Close this search box.

What sitting behind a machine gun taught me about life?

I want to invite you to be bored.

Not the usual introduction to a motivational talk, I realize…

Why, do I want you to be bored? Not just because it’s good for your mental health, but also because it’s how we develop amazing ideas and solve some of the worlds, and our own deepest problems.

It’s no mistake that some of my most vivid memories are of being on sentry duty in the military.

Why can I recall these benign events?

I’ve done all these incredible things while in the Special Forces, but why can I remember these particular snippets of life in such amazing detail?

I have memories of laying on sodden earth in rain-swept jungles while training in North Queensland, where you strain to hear the sounds of a creeping enemy over the raucous noises of insects and the omnipresent sound of water flowing.

One afternoon while sitting on top of an Armored Vehicle in Somalia, I can recall that in an instant the wind changed from hot to cold and then a violent storm thundered across the open plains, soaking us all and making the Somalis run for their shelters.

I remember the terror at night in Afghanistan, sitting, shivering up on a rocky escarpment while my men slept in a small ravine behind me. I peered out into the darkness searching for an enemy who knew only too well how to blend into the rocks. Far down in the valley below, artillery and fast jets hammered an enemy position while the American Special Forces escaped an ambush set for them. A drone circled overhead, silent in the darkness, covering our position. I watched it all unfold and when it had finished I looked up to the stars and day dreamed of when I was back at school, and THAT fight with a bigger kid who had my measure, and now here I was in Afghanistan in charge of Australia’s finest troops.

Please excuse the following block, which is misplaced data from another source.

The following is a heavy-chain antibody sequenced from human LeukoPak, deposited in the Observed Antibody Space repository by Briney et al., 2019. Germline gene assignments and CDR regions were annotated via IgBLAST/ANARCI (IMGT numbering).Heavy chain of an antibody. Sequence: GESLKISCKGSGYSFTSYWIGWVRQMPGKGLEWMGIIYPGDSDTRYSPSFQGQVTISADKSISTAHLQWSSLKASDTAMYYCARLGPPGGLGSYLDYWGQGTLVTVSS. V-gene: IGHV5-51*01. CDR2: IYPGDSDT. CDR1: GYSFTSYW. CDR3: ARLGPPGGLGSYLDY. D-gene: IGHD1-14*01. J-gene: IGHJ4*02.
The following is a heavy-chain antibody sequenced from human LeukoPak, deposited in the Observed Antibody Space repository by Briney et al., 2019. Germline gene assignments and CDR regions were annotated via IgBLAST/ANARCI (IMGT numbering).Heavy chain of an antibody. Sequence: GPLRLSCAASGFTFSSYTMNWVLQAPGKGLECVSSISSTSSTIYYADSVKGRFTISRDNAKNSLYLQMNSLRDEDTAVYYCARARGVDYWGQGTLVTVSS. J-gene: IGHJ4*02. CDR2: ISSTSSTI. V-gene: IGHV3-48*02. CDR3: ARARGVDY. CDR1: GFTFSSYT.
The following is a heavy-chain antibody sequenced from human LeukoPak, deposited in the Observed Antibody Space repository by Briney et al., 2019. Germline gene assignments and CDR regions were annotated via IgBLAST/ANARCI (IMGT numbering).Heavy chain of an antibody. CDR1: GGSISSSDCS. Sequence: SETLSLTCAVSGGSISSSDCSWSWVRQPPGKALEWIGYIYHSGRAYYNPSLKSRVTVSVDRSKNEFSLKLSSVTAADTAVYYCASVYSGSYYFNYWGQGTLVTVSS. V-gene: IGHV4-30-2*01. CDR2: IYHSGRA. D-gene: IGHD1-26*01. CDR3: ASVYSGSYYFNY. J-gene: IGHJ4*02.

Ask any soldier and he or she has had to pull a sentry duty at some time in their career. Usually, there are two people together, but not always, it’s dependent on the threat, you sit there and listen and watch for the enemy while the rest of your team sleeps or carries out work behind you and usually out of earshot. All of this can be exhausting, trying to stay awake by day or night and in all seasons, weather and terrain.

I’ve lost count of how many sentry duties I would have done over the course of my life. I know that some sentry duties would have been about 25 minutes and at the other end of the spectrum some in excess of 3, closer to 4 hours. It all really depends on the size of the force and the enemy threat.

But, what’s really interesting is that the sentry duties I can remember most vividly are the ones that lasted more than an hour, when I was by myself and before we had night vision goggles, and looking back, I didn’t want them to end.

Here’s the thing.